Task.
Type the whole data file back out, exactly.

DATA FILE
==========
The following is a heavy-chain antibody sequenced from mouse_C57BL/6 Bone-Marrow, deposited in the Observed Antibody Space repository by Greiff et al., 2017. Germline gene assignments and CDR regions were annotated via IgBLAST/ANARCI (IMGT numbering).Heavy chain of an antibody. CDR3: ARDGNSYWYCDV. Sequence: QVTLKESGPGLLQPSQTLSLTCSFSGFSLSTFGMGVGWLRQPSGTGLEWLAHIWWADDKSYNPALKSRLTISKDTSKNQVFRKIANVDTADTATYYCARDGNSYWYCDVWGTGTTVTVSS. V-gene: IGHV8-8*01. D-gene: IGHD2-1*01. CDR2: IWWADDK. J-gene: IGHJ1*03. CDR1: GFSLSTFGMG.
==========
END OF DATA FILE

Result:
The following is a heavy-chain antibody sequenced from mouse_C57BL/6 Bone-Marrow, deposited in the Observed Antibody Space repository by Greiff et al., 2017. Germline gene assignments and CDR regions were annotated via IgBLAST/ANARCI (IMGT numbering).Heavy chain of an antibody. CDR3: ARDGNSYWYCDV. Sequence: QVTLKESGPGLLQPSQTLSLTCSFSGFSLSTFGMGVGWLRQPSGTGLEWLAHIWWADDKSYNPALKSRLTISKDTSKNQVFRKIANVDTADTATYYCARDGNSYWYCDVWGTGTTVTVSS. V-gene: IGHV8-8*01. D-gene: IGHD2-1*01. CDR2: IWWADDK. J-gene: IGHJ1*03. CDR1: GFSLSTFGMG.